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Meet the world's first PS4 controller-operated Nissan GT-R

Meet the world's first PS4 controller-operated Nissan GT-R

"The response from the vehicle when using the controller was far more engaging than I thought it would be".

Over in the UK, Nissan and a company called JLB Design have finally done it. Courtesy of Carbuyer, I learned of a tie-in with the soon-to-be-released Gran Turismo Sport, wherein JLB converted a Nissan GT-R to be controlled by a DualShock 4 controller rather than the normal steering wheel and pedals.

It was the flawless opportunity for Jann to show off his skills after he made it to the top tier of racing after impressing in Nissan's GT Academy that takes amateur gamers and gives them a shot at real-life motorsport.

Mardenborough put the GT-R/C through its paces around the Silverstone national circuit, by controlling it from the cockpit of a Robinson R44 Raven II helicopter, which was specially permitted to operate at a low altitude.

The GT-R /C, as it has been named, has been modified by United Kingdom firm JLB Design with mechanical parts to control the steering, throttle and brakes, as well as the gear selector, so it can be driven externally without anyone on board. Obviously having a ball, Mardenborough didn't hold back, averaging 122 km/h (76 mph), reaching a top speed of 211 km/h (131 mph) and clocking a lap of 1:17:47.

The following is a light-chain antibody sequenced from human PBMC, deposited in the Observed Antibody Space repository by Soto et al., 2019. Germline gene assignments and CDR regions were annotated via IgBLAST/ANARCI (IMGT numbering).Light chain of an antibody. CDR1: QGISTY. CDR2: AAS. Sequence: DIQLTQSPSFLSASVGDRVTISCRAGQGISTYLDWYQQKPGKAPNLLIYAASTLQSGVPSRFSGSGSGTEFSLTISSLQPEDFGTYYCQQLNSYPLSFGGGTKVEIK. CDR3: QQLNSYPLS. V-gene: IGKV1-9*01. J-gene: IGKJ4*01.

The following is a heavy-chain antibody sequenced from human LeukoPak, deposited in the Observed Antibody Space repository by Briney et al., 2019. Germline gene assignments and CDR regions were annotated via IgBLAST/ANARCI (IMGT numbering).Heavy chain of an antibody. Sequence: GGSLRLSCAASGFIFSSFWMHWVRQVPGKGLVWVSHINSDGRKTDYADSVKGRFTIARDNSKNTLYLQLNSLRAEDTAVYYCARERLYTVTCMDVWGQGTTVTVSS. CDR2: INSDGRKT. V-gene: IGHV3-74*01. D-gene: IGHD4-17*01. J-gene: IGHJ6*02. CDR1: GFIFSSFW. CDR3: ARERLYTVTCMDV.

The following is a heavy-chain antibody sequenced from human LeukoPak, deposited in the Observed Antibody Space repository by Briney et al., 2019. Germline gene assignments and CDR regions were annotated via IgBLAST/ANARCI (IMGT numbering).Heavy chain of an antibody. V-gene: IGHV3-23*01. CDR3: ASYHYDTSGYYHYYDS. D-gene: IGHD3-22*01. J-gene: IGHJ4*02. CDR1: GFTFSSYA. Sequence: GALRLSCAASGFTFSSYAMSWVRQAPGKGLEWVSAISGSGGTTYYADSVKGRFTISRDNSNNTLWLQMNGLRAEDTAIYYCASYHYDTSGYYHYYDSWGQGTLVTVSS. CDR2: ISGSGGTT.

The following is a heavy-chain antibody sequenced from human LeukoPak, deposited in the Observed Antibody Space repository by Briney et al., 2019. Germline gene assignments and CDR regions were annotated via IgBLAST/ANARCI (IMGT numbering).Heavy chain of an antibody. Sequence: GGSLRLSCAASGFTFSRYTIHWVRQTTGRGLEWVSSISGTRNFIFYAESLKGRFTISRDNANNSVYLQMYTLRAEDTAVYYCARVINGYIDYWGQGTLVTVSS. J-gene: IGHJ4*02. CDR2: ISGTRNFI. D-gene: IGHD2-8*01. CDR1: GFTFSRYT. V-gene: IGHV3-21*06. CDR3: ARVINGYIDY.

Gran Turismo Sport is due to be released on October 17-barring any unforeseen six-year delays.

The GT-R/C has a standard 542bhp V6 engine and uses four robots to operate steering, gearbox, brakes and accelerator.

The unmodified DualShock 4 connects to a microcomputer which interprets the joystick and button signals and transmits them to the GT-R /C's on-board systems.

In 2011 he was the victor of the GT Academy, Nissan's driver discovery and development programme. The unmodified PlayStation DualShock 4 controller was then connected to a micro-computer that interprets the controller inputs and transmits them to the auto.

The vehicle was a standard-spec GT-R with its 3.8-litre twin-turbo V6 producing 419kW. A Racelogic VBox Motorsport sensor relays speed data to the "remote" driver.

"This was once-in-a-lifetime, truly epic stuff", said the current full-time racer.

James Brighton, JLB Design Ltd, added: "The GT-R /C presented some unique challenges and a number of engineering firsts for us".